Vietnam's only remaining private carrier VietJethas shocked the domestic aviation market by signing a deal to buy nearly 100 new planes for a total of US$9.1 billion.
The budget carrier signed the agreement with French planemaker Airbus SAS on September 25. The sale includes 92 A320 aircrafts, as well as the leasing of eight more.
The planes will be delivered beginning next year. The last payments and deliveries will be in 2022.
Managing director Luu Duc Khanh said that although many people did not take the news seriously, VietJet had in fact been preparing for the purchase since the company was founded five years ago.
Responding to doubts that VietJet could not afford the huge payment, he said the carrier was "well-prepared" to pay in installments over the next nine years.
Apart from bank loans that will cover up to a fifth of the total payment, VietJet has reached firm commitment agreements with its foreign partners on export credit support, he said.
The carrier is also considering raising money through bond issuances. An initial public offering may be set for about 18 to 42 months, said Khanh.
Economist Nguyen Tri Hieu told Thanh Nien that he found the capital arrangement plan "confusing" as VietJet's massive loans will not be guaranteed by the Vietnamese government, according to Jean Noel Poirier, French Ambassador to Vietnam.
Foreign lenders often require loans to be guaranteed by a third party, and it is hard to believe that local sources would be able to lend an amount equaling 8-9 percent of the country's gross domestic product during an economic slump, he said.
He also cast doubt on the financing of export credits, saying in the US and European countries such support comes with the requirement that products to be shipped to foreign buyers are made up of at least 50 percent local materials and services, something he said was unlikely in airplane manufacturing.
Economist Le Tham Duong also questioned the feasibility of borrowing without guarantors, saying that it would be hard to get lenders on board for an expansion project in low-cost aviation, which is still new in Vietnam.
The carrier, which launched its first flight at the end of 2011, had announced late last August a possible IPO after unexpectedly becoming profitable earlier this year.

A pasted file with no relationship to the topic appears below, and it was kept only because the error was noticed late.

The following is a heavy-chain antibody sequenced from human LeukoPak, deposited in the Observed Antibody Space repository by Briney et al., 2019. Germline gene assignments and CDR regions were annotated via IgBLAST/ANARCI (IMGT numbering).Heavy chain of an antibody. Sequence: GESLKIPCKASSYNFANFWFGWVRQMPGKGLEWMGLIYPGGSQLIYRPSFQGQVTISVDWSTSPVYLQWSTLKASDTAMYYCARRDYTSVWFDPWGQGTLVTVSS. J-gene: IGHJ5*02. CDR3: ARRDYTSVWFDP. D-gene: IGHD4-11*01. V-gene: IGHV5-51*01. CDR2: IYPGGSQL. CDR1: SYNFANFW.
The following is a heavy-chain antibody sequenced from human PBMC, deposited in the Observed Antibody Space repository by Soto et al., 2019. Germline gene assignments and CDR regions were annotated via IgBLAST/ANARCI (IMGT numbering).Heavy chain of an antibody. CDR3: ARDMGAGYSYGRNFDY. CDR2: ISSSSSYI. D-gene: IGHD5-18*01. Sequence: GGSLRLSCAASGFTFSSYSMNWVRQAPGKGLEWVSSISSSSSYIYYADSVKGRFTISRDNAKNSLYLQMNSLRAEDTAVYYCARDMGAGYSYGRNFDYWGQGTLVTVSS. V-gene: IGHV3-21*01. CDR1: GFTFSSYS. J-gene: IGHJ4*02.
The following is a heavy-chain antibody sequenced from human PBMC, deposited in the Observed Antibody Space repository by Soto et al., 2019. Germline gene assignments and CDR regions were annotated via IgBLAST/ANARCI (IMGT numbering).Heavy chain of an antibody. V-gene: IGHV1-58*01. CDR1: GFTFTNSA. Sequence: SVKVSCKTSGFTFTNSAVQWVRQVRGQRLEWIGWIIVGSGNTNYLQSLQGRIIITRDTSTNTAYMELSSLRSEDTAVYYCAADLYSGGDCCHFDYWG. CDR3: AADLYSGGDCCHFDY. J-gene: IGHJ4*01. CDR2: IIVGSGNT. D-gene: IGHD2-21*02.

Bloomberg then quoted Khanh as saying that VietJet's performance in the first seven months had been "far beyond" expectations with pretax profit of VND120 billion ($5.69 million). The carrier had projected losses in the first three years of operation.
Several analysts were hopeful that VietJet's expansion would break up the near-monopoly held by Vietnam Airlines in the domestic aviation market.
VietJet had increased its market share to 20 percent as of late August from 14 percent a month earlier. It now operates eight leased aircrafts and serves 14 destinations in Vietnam and Thailand.
Air transport has one of the lowest ratios of profit over initial investment among commercial industries and air carriers have reported total global losses of $50 billion over the past ten years, according to International Air Transport Association.
In Vietnam the aviation slump has forced four shutdowns of private airlines since 2008, leaving VietJet as the sole private carrier to compete against its state-owned rivals, which include Vietnam Airlines, Jetstar Pacific, and VASCO.
Vietnam Airlines, while holding nearly 68 percent the market share, has a 70 percent stake in low-cost carrier Jetstar, which accounts for another 12 percent. Vietnam Airlines fully owns VASCO.
Khanh said the local market still had room for development given his estimate that Vietnam has less than one plane for every one million residents.
The ratio is 1.4 in the Philippines, 2.5 in Thailand, 7 in Malaysia, and 15 in Australia, he said.
He hoped an additional 5-10 planes from Airbus ASA annually through 2020 would help VietJet meet the rising demand, which he predicted would hit 150 million passengers annually by that time.
A representative from Vietnam Airline said the air transport market in Asia Pacific region is growing fast with a 15-20 percent increase annually, forecasting fiercer competition between carriers operating in Vietnam.
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